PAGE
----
Unaccompanied Migrant Minors: Conceptualizations of Childhood, Child Rights and Well-Being

Wednesday, 18 July 2018
Distributed Paper
Roberta DI ROSA, University of Palermo, Italy
Ravinder BARN, Royal Holloway University of London, United Kingdom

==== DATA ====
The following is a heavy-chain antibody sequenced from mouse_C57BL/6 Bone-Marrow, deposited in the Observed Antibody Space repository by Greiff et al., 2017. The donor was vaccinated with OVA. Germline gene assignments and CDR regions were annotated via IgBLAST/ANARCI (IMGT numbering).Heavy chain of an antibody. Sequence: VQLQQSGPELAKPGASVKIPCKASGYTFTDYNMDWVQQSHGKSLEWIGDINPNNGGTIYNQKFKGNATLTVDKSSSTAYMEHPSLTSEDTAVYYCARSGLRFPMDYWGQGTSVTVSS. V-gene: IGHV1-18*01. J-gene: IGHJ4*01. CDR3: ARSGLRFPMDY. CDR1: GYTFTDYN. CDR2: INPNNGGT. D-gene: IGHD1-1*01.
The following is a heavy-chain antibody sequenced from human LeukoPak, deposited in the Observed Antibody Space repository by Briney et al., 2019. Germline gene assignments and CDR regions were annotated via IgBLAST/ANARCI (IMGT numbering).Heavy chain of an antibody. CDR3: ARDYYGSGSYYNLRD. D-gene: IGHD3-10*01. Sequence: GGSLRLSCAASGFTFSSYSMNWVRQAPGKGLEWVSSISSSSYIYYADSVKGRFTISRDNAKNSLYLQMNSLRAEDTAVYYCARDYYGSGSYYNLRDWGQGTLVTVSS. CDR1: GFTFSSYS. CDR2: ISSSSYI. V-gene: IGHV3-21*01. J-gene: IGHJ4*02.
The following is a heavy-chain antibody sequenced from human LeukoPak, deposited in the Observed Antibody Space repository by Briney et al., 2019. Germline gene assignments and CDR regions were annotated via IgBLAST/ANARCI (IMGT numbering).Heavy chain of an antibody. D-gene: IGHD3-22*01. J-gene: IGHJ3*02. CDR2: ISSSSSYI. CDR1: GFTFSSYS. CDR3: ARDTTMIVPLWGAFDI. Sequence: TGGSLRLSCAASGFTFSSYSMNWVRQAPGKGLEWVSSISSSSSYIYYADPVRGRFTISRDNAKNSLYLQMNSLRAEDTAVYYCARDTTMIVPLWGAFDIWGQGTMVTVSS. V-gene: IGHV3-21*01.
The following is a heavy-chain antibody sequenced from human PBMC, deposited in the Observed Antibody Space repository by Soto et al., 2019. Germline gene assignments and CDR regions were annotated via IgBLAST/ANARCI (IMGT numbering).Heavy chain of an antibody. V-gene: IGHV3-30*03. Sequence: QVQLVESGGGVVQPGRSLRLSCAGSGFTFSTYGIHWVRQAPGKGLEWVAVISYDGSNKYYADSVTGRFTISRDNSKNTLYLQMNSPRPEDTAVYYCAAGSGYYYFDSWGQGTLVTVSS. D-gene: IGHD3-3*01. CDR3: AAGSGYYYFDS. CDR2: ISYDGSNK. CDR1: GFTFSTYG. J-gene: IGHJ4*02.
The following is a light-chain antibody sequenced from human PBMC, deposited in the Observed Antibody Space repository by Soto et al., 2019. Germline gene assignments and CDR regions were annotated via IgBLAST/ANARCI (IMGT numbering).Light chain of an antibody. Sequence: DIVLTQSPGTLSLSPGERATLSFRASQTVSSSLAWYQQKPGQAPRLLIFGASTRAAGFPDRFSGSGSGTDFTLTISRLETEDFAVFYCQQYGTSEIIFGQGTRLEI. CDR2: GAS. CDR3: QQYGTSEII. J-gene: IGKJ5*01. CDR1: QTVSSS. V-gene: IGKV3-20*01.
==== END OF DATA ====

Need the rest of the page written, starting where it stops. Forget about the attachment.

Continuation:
The importance of protecting children is broadly recognised in mainstream public policy. However, in dealing with the protection needs of unaccompanied migrant minors, governments face the challenge of how to comply with their international and humanitarian obligations at a time when their overall concerns have shifted towards tougher immigration policies and stricter border control to curb unauthorised immigration (Drammeh, 2010; UKBA 2010). By drawing upon a qualitative study, this paper explores unaccompanied migrant minors' conceptualizations of the notions of childhood, child rights, child well-being and risk. A total of 15 unaccompanied migrant minors in Sicily contributed to rich insights. A thematic analysis sheds light on key findings to identify the tensions which exist between international law and the protection of vulnerable migrant minors and immigration control and governmentality. Young people’s narratives also attest to child agency and competence, within a framework of risk and vulnerability, and the contested nature of the notion of childhood.